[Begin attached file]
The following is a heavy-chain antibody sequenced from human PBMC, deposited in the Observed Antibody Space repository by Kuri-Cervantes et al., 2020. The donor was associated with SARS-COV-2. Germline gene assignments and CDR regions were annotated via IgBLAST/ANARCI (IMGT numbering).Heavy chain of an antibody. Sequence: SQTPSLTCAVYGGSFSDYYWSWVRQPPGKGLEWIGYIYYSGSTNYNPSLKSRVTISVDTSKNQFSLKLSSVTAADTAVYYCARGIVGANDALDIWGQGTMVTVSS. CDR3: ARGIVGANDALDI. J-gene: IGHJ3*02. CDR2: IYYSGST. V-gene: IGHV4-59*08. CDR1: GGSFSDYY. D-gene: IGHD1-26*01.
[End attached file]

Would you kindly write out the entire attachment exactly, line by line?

The following is a heavy-chain antibody sequenced from human PBMC, deposited in the Observed Antibody Space repository by Kuri-Cervantes et al., 2020. The donor was associated with SARS-COV-2. Germline gene assignments and CDR regions were annotated via IgBLAST/ANARCI (IMGT numbering).Heavy chain of an antibody. Sequence: SQTPSLTCAVYGGSFSDYYWSWVRQPPGKGLEWIGYIYYSGSTNYNPSLKSRVTISVDTSKNQFSLKLSSVTAADTAVYYCARGIVGANDALDIWGQGTMVTVSS. CDR3: ARGIVGANDALDI. J-gene: IGHJ3*02. CDR2: IYYSGST. V-gene: IGHV4-59*08. CDR1: GGSFSDYY. D-gene: IGHD1-26*01.